Dominick Mondi, executive director of the Northeast Spa and Pool Association, said it was too early to put a precise value on the boom. But sales, he said, have been “considerably above pace for this time of year.”
Two weeks ago, Andriano Placencia and his wife, Cecilia Ordonez, purchased the house they had rented for 20 years in East Windsor, N.J. Mr. Placencia, 41, said he had long dreamed of owning a pool, and watching his two children and his grandchild swimming outside.
The virus convinced him that it was time to make good on that dream.
“The beaches are open, but I don’t like to go there as much,” Mr. Placencia, a floor installer, said as he shopped last week for a pool. “There’s more security in your house.”
Kathryn Garrecht, 71, had no plans to replace her pool after it was destroyed this winter by a falling tree.
Then the pandemic upended everything, and her four grandchildren — including a 3-year-old she babysits daily and a 14-year-old who is autistic — needed somewhere to play.
“You know, what with the Covid-19, going to the beach was a little sketchy,” she said. She ordered an 18-foot round pool in April, and it was installed in her backyard in Wall, N.J., several weeks ago.
The desire to make indoor and outdoor improvements is driving a nationwide uptick in sales at independent home supply and hardware stores, according to Dan Tratensek, vice president of the North American Retail Hardware Association. In a recent survey, nearly three quarters of its members reported an increase in sales during the pandemic.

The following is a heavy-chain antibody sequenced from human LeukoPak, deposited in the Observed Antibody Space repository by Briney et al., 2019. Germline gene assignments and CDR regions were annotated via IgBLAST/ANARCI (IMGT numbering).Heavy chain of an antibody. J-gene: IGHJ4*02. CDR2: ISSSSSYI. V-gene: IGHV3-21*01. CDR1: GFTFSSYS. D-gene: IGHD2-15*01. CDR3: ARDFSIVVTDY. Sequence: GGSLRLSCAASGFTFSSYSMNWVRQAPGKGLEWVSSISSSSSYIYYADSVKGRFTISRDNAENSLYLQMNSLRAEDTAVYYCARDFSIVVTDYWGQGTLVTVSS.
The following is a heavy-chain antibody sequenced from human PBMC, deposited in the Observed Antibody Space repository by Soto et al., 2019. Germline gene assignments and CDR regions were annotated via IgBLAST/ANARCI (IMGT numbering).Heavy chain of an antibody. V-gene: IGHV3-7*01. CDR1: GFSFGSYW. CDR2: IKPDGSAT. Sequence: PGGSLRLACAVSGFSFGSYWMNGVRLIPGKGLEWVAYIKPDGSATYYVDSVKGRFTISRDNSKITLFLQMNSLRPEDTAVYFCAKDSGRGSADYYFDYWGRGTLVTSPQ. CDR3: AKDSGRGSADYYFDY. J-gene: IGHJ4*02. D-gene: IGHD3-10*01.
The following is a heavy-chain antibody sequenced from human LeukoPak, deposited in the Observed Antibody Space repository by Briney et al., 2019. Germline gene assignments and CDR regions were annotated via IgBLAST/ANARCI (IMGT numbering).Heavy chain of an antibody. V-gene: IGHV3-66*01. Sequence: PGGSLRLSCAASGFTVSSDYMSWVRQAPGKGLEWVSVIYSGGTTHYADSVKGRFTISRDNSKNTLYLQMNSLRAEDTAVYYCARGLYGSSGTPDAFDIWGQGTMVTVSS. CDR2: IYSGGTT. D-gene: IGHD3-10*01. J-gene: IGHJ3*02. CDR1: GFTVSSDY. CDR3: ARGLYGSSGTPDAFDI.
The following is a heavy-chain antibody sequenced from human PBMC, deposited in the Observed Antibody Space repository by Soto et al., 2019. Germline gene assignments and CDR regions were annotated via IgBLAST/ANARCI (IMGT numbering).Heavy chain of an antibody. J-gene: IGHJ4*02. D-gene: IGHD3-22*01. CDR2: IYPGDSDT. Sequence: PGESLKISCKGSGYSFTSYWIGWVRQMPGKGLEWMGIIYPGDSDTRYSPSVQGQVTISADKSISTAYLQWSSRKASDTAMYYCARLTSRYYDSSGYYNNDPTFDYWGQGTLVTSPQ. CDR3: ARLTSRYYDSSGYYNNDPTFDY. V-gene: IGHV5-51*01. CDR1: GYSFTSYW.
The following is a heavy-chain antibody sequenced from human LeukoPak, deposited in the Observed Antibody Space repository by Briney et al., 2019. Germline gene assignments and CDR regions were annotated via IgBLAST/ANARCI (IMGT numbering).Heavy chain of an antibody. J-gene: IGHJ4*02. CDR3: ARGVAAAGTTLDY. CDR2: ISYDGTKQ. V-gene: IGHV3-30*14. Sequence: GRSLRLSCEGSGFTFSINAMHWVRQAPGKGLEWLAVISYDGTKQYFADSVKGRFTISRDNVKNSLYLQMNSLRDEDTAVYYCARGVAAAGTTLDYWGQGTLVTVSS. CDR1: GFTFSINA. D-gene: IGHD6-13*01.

At the Yard in Scotch Plains, N.J., which sells mulch, sand and firewood in bulk, sales are up by about 35 percent, according to an owner, Kenny Midrano. He hired five extra workers just to split logs.
“Usually it’s 10 cords of wood a month this time of year,” he said. “We’ve been doing 150 to 175 cords. Everyone’s hanging outside at the fire.”
In early May, Joe Colangelo, chief executive of Boxcar, an app-based parking and transportation company, had a hunch.
“I bet pools aren’t going to open,” Mr. Colangelo said. “Let’s see what deals I can get on bulk prices.”
Boxcar’s revenue stream had evaporated in March when most commuters began working from home. The company pivoted, and is now arranging grocery pickups, organizing drive-in movie outings — and selling pools.
Last Tuesday night, Boxcar put 30 inflatable-style pools for sale on its app. They were gone by 7 a.m. Wednesday, Mr. Colangelo said.
One buyer, Nancy Colacitti, 46, said she had tried to purchase a pool online for her two sons.
“All sold out,” said Ms. Colacitti, of Cranford, N.J. Then she saw Boxcar’s promotion.
“And that was perfect,” she said. “We can stay safe at home, keeping the social distance. We are bringing the beach to us.”
Chang W. Lee contributed reporting.